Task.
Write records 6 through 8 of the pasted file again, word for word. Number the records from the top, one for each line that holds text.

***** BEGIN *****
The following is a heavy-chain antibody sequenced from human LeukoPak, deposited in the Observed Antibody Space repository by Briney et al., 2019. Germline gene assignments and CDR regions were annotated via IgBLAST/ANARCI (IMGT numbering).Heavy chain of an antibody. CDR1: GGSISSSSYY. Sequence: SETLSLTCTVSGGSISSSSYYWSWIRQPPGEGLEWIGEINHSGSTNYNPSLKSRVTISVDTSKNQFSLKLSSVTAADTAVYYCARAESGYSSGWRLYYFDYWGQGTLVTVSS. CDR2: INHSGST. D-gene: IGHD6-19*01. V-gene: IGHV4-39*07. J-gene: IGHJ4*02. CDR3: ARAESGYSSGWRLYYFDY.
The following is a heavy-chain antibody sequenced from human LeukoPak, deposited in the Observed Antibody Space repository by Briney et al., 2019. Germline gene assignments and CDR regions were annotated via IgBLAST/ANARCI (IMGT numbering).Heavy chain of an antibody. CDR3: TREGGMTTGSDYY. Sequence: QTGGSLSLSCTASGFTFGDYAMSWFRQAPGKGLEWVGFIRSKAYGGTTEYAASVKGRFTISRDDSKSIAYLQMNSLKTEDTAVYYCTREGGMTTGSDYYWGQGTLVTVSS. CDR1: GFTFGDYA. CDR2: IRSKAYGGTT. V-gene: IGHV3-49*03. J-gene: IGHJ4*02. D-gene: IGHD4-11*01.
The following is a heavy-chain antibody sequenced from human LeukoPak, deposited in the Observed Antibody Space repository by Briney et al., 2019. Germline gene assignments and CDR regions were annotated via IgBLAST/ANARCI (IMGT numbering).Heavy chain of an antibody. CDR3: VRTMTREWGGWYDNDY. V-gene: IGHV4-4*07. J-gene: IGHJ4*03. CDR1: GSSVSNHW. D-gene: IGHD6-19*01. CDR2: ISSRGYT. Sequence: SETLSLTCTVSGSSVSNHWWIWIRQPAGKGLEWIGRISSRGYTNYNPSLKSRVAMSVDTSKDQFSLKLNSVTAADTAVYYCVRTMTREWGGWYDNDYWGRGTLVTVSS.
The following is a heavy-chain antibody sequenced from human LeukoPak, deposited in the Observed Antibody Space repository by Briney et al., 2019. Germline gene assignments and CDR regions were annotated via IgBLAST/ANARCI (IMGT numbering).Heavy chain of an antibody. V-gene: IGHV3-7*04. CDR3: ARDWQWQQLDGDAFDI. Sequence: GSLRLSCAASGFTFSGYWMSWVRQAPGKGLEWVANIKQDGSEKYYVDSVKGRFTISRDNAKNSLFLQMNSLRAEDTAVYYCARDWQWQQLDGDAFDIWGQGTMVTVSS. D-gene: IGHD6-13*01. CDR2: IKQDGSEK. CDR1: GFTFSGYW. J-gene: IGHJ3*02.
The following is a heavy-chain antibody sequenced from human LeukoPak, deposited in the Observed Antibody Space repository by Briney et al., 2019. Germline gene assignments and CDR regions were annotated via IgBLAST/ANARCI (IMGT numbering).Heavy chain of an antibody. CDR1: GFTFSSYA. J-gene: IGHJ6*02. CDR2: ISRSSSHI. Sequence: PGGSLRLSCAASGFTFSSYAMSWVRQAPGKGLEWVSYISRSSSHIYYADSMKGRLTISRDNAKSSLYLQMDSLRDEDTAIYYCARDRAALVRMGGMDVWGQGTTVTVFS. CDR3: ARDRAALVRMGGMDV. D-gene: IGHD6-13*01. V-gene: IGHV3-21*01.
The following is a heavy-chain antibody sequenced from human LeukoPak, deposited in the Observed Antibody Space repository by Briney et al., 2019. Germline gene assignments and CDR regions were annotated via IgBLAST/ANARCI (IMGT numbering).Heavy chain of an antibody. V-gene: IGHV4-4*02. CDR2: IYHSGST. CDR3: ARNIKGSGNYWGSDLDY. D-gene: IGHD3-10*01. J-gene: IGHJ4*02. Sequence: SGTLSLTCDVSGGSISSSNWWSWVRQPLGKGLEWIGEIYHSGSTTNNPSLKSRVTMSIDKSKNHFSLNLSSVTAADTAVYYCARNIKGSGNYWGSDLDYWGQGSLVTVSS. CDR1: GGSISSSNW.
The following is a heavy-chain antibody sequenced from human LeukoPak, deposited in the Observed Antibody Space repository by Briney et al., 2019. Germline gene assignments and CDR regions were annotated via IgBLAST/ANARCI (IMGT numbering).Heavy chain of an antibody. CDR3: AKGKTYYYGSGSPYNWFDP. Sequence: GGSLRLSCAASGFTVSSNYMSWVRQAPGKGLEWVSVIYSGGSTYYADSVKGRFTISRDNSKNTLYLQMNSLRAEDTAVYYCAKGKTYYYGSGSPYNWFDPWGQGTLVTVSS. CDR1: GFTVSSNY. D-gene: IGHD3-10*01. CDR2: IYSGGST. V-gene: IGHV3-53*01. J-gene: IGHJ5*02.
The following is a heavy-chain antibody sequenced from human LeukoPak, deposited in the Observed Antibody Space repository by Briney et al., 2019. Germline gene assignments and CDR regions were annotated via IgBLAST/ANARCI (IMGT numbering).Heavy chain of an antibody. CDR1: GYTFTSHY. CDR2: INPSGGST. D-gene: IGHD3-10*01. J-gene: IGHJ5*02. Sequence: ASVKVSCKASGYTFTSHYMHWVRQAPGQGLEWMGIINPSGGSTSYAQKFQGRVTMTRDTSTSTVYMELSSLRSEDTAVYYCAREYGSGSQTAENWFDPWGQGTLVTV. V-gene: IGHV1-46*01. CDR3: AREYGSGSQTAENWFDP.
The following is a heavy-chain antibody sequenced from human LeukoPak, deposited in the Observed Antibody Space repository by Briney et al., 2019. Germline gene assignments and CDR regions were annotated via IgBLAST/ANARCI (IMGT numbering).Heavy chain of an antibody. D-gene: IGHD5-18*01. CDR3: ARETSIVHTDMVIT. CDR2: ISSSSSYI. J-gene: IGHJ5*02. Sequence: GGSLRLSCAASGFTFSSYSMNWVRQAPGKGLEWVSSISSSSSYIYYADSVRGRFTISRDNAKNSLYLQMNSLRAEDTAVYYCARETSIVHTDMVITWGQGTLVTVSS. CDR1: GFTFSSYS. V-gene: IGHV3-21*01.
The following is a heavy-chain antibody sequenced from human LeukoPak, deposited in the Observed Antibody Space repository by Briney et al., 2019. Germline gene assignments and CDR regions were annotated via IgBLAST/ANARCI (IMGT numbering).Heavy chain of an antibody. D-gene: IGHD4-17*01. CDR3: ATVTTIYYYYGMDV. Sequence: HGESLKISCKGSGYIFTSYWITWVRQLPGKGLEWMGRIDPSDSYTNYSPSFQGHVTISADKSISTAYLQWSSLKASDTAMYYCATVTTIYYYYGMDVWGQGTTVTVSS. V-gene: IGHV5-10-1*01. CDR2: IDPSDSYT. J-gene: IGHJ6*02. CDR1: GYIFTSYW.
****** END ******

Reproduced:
The following is a heavy-chain antibody sequenced from human LeukoPak, deposited in the Observed Antibody Space repository by Briney et al., 2019. Germline gene assignments and CDR regions were annotated via IgBLAST/ANARCI (IMGT numbering).Heavy chain of an antibody. V-gene: IGHV4-4*02. CDR2: IYHSGST. CDR3: ARNIKGSGNYWGSDLDY. D-gene: IGHD3-10*01. J-gene: IGHJ4*02. Sequence: SGTLSLTCDVSGGSISSSNWWSWVRQPLGKGLEWIGEIYHSGSTTNNPSLKSRVTMSIDKSKNHFSLNLSSVTAADTAVYYCARNIKGSGNYWGSDLDYWGQGSLVTVSS. CDR1: GGSISSSNW.
The following is a heavy-chain antibody sequenced from human LeukoPak, deposited in the Observed Antibody Space repository by Briney et al., 2019. Germline gene assignments and CDR regions were annotated via IgBLAST/ANARCI (IMGT numbering).Heavy chain of an antibody. CDR3: AKGKTYYYGSGSPYNWFDP. Sequence: GGSLRLSCAASGFTVSSNYMSWVRQAPGKGLEWVSVIYSGGSTYYADSVKGRFTISRDNSKNTLYLQMNSLRAEDTAVYYCAKGKTYYYGSGSPYNWFDPWGQGTLVTVSS. CDR1: GFTVSSNY. D-gene: IGHD3-10*01. CDR2: IYSGGST. V-gene: IGHV3-53*01. J-gene: IGHJ5*02.
The following is a heavy-chain antibody sequenced from human LeukoPak, deposited in the Observed Antibody Space repository by Briney et al., 2019. Germline gene assignments and CDR regions were annotated via IgBLAST/ANARCI (IMGT numbering).Heavy chain of an antibody. CDR1: GYTFTSHY. CDR2: INPSGGST. D-gene: IGHD3-10*01. J-gene: IGHJ5*02. Sequence: ASVKVSCKASGYTFTSHYMHWVRQAPGQGLEWMGIINPSGGSTSYAQKFQGRVTMTRDTSTSTVYMELSSLRSEDTAVYYCAREYGSGSQTAENWFDPWGQGTLVTV. V-gene: IGHV1-46*01. CDR3: AREYGSGSQTAENWFDP.